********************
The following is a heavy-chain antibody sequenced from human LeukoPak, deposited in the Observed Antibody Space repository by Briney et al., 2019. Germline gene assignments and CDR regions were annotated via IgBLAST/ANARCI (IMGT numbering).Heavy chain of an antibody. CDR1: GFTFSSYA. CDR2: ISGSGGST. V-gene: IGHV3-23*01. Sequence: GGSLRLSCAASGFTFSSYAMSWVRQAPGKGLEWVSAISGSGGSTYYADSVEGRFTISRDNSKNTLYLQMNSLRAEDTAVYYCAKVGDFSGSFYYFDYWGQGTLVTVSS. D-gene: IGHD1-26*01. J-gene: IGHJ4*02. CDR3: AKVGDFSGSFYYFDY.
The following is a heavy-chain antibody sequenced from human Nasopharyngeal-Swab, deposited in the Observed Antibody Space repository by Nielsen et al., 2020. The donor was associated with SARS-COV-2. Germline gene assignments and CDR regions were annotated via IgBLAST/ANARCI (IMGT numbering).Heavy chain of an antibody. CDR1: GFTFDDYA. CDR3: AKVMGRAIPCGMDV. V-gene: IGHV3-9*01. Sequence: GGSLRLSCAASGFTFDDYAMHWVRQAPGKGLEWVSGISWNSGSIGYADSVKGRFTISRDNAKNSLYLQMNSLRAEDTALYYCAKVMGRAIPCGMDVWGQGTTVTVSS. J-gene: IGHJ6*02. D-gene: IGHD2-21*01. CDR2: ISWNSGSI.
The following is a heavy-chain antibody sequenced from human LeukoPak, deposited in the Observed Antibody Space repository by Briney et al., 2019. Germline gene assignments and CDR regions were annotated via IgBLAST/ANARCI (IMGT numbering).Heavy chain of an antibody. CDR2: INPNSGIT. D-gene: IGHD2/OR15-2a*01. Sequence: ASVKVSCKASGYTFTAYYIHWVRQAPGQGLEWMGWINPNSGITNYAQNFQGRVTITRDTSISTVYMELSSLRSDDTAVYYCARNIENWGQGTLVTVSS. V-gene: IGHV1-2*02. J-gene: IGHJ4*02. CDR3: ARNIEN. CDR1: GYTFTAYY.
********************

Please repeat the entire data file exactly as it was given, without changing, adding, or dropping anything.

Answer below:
The following is a heavy-chain antibody sequenced from human LeukoPak, deposited in the Observed Antibody Space repository by Briney et al., 2019. Germline gene assignments and CDR regions were annotated via IgBLAST/ANARCI (IMGT numbering).Heavy chain of an antibody. CDR1: GFTFSSYA. CDR2: ISGSGGST. V-gene: IGHV3-23*01. Sequence: GGSLRLSCAASGFTFSSYAMSWVRQAPGKGLEWVSAISGSGGSTYYADSVEGRFTISRDNSKNTLYLQMNSLRAEDTAVYYCAKVGDFSGSFYYFDYWGQGTLVTVSS. D-gene: IGHD1-26*01. J-gene: IGHJ4*02. CDR3: AKVGDFSGSFYYFDY.
The following is a heavy-chain antibody sequenced from human Nasopharyngeal-Swab, deposited in the Observed Antibody Space repository by Nielsen et al., 2020. The donor was associated with SARS-COV-2. Germline gene assignments and CDR regions were annotated via IgBLAST/ANARCI (IMGT numbering).Heavy chain of an antibody. CDR1: GFTFDDYA. CDR3: AKVMGRAIPCGMDV. V-gene: IGHV3-9*01. Sequence: GGSLRLSCAASGFTFDDYAMHWVRQAPGKGLEWVSGISWNSGSIGYADSVKGRFTISRDNAKNSLYLQMNSLRAEDTALYYCAKVMGRAIPCGMDVWGQGTTVTVSS. J-gene: IGHJ6*02. D-gene: IGHD2-21*01. CDR2: ISWNSGSI.
The following is a heavy-chain antibody sequenced from human LeukoPak, deposited in the Observed Antibody Space repository by Briney et al., 2019. Germline gene assignments and CDR regions were annotated via IgBLAST/ANARCI (IMGT numbering).Heavy chain of an antibody. CDR2: INPNSGIT. D-gene: IGHD2/OR15-2a*01. Sequence: ASVKVSCKASGYTFTAYYIHWVRQAPGQGLEWMGWINPNSGITNYAQNFQGRVTITRDTSISTVYMELSSLRSDDTAVYYCARNIENWGQGTLVTVSS. V-gene: IGHV1-2*02. J-gene: IGHJ4*02. CDR3: ARNIEN. CDR1: GYTFTAYY.